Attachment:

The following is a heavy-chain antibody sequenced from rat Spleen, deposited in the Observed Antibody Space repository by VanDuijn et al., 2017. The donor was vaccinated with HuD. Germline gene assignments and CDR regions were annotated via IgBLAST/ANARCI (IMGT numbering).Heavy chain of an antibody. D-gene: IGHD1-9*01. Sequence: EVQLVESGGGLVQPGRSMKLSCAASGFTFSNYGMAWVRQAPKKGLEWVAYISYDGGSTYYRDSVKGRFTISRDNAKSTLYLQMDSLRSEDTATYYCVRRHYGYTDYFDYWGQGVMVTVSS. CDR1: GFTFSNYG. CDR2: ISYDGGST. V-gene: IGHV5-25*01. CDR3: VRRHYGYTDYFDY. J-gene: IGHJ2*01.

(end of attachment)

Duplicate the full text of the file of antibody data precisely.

The following is a heavy-chain antibody sequenced from rat Spleen, deposited in the Observed Antibody Space repository by VanDuijn et al., 2017. The donor was vaccinated with HuD. Germline gene assignments and CDR regions were annotated via IgBLAST/ANARCI (IMGT numbering).Heavy chain of an antibody. D-gene: IGHD1-9*01. Sequence: EVQLVESGGGLVQPGRSMKLSCAASGFTFSNYGMAWVRQAPKKGLEWVAYISYDGGSTYYRDSVKGRFTISRDNAKSTLYLQMDSLRSEDTATYYCVRRHYGYTDYFDYWGQGVMVTVSS. CDR1: GFTFSNYG. CDR2: ISYDGGST. V-gene: IGHV5-25*01. CDR3: VRRHYGYTDYFDY. J-gene: IGHJ2*01.